No, it’s not a typo. “Pre-requirements” or “prequirements” is a quirky way of expressing that a lot goes on before requirements are formalized enough for IT to work with them and that this is where business value is determined. Everything after that is ‘just’ execution.
Huh? What comes before requirements? Surely this is where everything starts?
Well, for most people in IT this is probably the case. But before an investment in IT gets to this point, something special has happened. Business investments start with a long period of nothing. Yes, nothing. There is often a latent opportunity but nobody is aware of it. It can take years of innocent ignorance before somebody sees it. After ignorance comes denial. Seeing the opportunity doesn’t necessarily mean that they want to take advantage of it. Opportunities are often disregarded – “that wouldn’t work here”. People can be in denial for a long time as well. But after a time, doubt sets in – “maybe we should consider it”. After which panic occurs and the potential investment – that had been there all the while – is finally recognized. I emphasize potential because the investment still has to be justified with a business case.
From a value perspective, these two stages, identification and justification are the most important. This is when the value potential is established. Everything after this point only detracts from the potential, not adds to it. It sounds a bit depressing but the function of all the IT creativity and other competencies is to lose as little potential as possible. For instance, by developing and deploying it with minimal delay. And by building the required functionality correctly. And by running it without too many issues. Issues, of course, will happen, detracting from the value potential. It’s IT’s job to limit the loss.
Within this big picture, there’s something very intriguing in the period before requirements are defined. There are often unarticulated needs and uncertain and ambiguous hypotheses. IT people don’t like this. They like zeroes and ones. Their favorite approaches such as scrum aren’t suited to dealing with ambiguity. Other methods are needed.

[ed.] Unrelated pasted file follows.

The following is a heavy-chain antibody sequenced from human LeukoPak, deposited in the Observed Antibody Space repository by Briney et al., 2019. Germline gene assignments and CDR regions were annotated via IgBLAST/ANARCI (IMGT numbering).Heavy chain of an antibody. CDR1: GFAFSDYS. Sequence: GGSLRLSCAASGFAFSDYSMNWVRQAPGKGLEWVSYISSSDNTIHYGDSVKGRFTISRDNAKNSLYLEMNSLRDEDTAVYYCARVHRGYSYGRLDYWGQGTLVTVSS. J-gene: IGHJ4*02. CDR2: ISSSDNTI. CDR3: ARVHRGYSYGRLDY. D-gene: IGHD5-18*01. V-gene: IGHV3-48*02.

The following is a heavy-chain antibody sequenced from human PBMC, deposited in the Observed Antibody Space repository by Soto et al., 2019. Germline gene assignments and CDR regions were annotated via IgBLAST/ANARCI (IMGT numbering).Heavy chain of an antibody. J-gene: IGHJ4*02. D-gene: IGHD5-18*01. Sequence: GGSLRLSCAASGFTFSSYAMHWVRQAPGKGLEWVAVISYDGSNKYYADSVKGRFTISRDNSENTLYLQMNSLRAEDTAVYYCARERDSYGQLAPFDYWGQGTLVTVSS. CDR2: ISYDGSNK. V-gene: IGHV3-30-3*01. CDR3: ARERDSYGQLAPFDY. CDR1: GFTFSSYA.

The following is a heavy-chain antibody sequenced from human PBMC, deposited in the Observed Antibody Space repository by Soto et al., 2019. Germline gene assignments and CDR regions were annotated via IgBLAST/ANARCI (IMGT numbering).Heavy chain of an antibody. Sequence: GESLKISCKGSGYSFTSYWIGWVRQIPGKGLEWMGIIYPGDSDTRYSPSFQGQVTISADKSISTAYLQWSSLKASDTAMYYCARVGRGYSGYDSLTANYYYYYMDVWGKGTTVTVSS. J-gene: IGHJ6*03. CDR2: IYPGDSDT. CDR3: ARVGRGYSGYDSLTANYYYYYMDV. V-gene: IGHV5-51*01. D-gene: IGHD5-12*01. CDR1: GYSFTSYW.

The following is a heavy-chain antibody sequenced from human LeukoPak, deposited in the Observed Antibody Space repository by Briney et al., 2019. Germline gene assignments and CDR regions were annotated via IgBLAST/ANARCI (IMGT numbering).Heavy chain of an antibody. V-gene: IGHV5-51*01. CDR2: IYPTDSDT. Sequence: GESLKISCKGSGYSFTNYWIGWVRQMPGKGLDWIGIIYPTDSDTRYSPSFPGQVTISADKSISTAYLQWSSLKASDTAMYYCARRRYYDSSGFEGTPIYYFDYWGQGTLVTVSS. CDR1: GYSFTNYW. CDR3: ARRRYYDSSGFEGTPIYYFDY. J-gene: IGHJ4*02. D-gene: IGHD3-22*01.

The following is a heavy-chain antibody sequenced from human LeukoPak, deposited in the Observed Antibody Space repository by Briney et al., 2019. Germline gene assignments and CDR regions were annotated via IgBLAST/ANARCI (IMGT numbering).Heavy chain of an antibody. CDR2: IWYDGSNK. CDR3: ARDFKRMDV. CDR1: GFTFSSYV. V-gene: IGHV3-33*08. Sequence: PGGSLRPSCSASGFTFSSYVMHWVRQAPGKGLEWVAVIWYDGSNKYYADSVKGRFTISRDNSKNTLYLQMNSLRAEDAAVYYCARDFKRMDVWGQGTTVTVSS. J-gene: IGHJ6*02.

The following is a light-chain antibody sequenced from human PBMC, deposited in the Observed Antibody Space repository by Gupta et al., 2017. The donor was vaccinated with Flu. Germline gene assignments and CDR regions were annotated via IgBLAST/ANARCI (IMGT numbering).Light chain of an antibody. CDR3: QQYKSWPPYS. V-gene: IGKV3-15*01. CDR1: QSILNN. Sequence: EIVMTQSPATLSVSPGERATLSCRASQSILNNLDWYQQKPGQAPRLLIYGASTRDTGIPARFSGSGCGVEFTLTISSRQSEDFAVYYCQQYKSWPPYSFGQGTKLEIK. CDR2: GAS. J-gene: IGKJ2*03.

An interesting approach is what Dave “Cynefin” Snowden calls triple eight. A small development team is given limited requirements and asked to build a prototype in eight hours. The prototype is then given to another team in a different time zone, with the task to spend eight hours taking the prototype to the next stage. But without knowing the requirements. In the final part of the 24 hours, the third team in another time zone repeats the second task. This – not unexpectedly – results in something that deviates from the stated requirements, but often contains novel ideas that the originators would otherwise never have thought of. Another variation of the triple theme is to form triplets of people in which humanities, science, and engineering are represented. A final suggestion is to make users more IT-savvy – this is increasingly easier than getting IT people to understand the business.
Once a plausible hypothesis has been reached, the more familiar IT approach becomes effective. If there are still unresolved priorities, can experiment iteratively and linearly by using scrum techniques and applying Lean principles. If the requirements and priorities are known and if required resources and technical practices are knowable, then time-boxing is a better approach. Finally, If both requirements and priorities, and resources and technical practices are known, then waterfall is a legitimate approach.